Daily discovery: Nick Vivid has “no more secrets”

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In the two years since the release of his third album Happy in 2019, life evolved in unexpected waves for New York artist Nic Vivid, who still mourned the loss of both parents in recent years. Then the pandemic struck. “There have been a number of experiences – good, bad, and weird – that have all kind of struck me during this time of my life,” says Vivid. “I was planning on making a new album after the tour, and I built a studio in a new apartment in Queens. With all the unexpected time without a pandemic, it was like “OK universe, you tell me what kind of album to do.”

He adds, “I really didn’t care. I just wanted to be a channel for a certain type of energy where I could do the most good and make the most inspiring statement possible.

Working on some tracks that were never selected on the debut album, Vivid began to assemble a storyline about the loss and aftermath of an anxiety-filled year through a global plague on No more secrets, released on November 12.

All along No more secrets, everything is clearly reflected, from “Ain’t Enough”, which Vivid started writing around its debut in 2016 Watch it fly, a song that resonates more today. “I kept coming back to it because I knew I had something there, but it didn’t show to me until this time around,” Vivid says of the only older track. of the album.

Revolving around 1970s disco and funk, and around Vivid’s falsetto plume, No more secrets runs through the trance pulses of “We Can Ride” and the softer movements of “Blackmail” and “The Sky is Falling”. The debut single “Hush Money (Straight to the Bribe)” explores her choices, for all the right reasons and bad. “I have to make choices about who I’m going to be and what I’m going to become and live with the consequences of those choices,” Vivid shares. “The ‘bribe’ in the song is the alluring shortcut to the easier false solution, but for me it doesn’t work. I tried.”

On “Trainers,” accompanied by a lyrical video set like an 8-bit video game from the 1980s, Vivid explains how people define themselves based on foreign elements rather than something more inherent. The first song that took a different turn from the others for Vivid, “Trainers” ultimately set the mood for the rest of the album.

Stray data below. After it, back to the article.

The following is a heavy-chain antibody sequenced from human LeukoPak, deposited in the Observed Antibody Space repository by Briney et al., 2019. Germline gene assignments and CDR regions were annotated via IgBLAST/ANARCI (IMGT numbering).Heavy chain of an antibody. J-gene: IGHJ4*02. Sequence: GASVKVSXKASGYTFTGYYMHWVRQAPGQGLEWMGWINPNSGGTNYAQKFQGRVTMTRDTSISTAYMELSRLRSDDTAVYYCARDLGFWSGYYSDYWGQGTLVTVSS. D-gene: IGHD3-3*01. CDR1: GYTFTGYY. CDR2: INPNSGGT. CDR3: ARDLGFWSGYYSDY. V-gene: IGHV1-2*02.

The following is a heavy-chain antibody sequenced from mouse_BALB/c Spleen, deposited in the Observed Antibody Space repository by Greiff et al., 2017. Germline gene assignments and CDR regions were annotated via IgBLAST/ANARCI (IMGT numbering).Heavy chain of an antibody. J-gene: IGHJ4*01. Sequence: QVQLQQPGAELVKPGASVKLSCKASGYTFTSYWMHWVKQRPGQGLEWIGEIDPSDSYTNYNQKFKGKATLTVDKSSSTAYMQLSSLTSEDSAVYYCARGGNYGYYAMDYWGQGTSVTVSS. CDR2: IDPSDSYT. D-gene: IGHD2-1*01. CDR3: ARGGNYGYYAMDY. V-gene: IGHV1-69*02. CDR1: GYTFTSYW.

“It’s about allowing themselves to change some aspect of their life and start over in a different or changed direction if they want to,” says Vivid. “The pandemic gave me the opportunity to sit down with myself and see what I liked and what I didn’t like. I could imagine myself emerging from the experience as more whole, more complete. Nothing was stopping me, and I had plenty of time in the world to pursue this kind of introspection, so why not.

Born in Buffalo, New York to a DJ dad and rock n ‘roll mom, Vivid moved to New York and started working with Bill Aucoin, former manager of Billy Idol and KISS, before starting to release a part of his own music. A multi-instrumentalist, producer and engineer, Vivid, also has some serious dance moves influenced by Jagger, and has kept No more secrets DIY, playing all the instruments and self-producing the album from his home studio.

“It was just making a dirty and precise album,” said Vivid, who mixed the album on an 80s Yamaha RM2408 console. “I like to play with the gear and change the caps, the op-amps. and transformers to get me closer to the way I want them to sound. ” Another sonic influence for No More Secrets was the “concrete” sounds of Vivid’s 1975 Chevrolet touring van engine.

“It has a certain muscular and metallic vibration in the way it sounds,” says Vivid. “I listened to this thing hum for hours every day on the tour. It really influenced the way I heard the record and the choices I made in the mix. To me, the album smells of white lithium grease.

Nick Vivid (Photo: Geoff Hug)

Lyrically, No more secrets is in search of personal truth, Vivid says, even in his title, a literal nod to revealing secrets often hidden deep within. “We’re as sick as our secrets,” Vivid says. “I want to be a happy, free and joyful person. How can I get there? Let go of the secrets, get started [them] in nature, in my case, press them on vinyl.

Letting go is liberating, and on No more secrets, Vivid is in her most vulnerable and naked state. “My favorite bands when I was a kid made me feel like I wasn’t alone in the world,” he says. “I want to have the same kind of relationship with my audience. I believe that connecting on this deeper spiritual level can make this happen… I am convinced that the more connected I am, the better my art will be.

In mastering the album, along with Dan Millice, Vivid said he felt a hypnotic high after the album was finished, and hopes it will provide the same “liberating vibe” to listeners.

“I’ve worked really hard to make this the kind of album that can take you to that place,” Vivid says, “if that’s where you want to go. “


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